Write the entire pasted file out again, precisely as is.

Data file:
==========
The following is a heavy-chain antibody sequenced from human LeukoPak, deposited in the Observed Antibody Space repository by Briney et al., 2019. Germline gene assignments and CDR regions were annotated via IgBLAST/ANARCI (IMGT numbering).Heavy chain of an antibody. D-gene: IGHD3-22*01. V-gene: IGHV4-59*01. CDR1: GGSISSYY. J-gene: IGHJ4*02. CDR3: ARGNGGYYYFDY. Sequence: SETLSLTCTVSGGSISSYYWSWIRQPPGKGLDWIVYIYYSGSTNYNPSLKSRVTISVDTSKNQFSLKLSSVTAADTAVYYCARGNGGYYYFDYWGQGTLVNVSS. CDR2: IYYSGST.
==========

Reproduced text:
The following is a heavy-chain antibody sequenced from human LeukoPak, deposited in the Observed Antibody Space repository by Briney et al., 2019. Germline gene assignments and CDR regions were annotated via IgBLAST/ANARCI (IMGT numbering).Heavy chain of an antibody. D-gene: IGHD3-22*01. V-gene: IGHV4-59*01. CDR1: GGSISSYY. J-gene: IGHJ4*02. CDR3: ARGNGGYYYFDY. Sequence: SETLSLTCTVSGGSISSYYWSWIRQPPGKGLDWIVYIYYSGSTNYNPSLKSRVTISVDTSKNQFSLKLSSVTAADTAVYYCARGNGGYYYFDYWGQGTLVNVSS. CDR2: IYYSGST.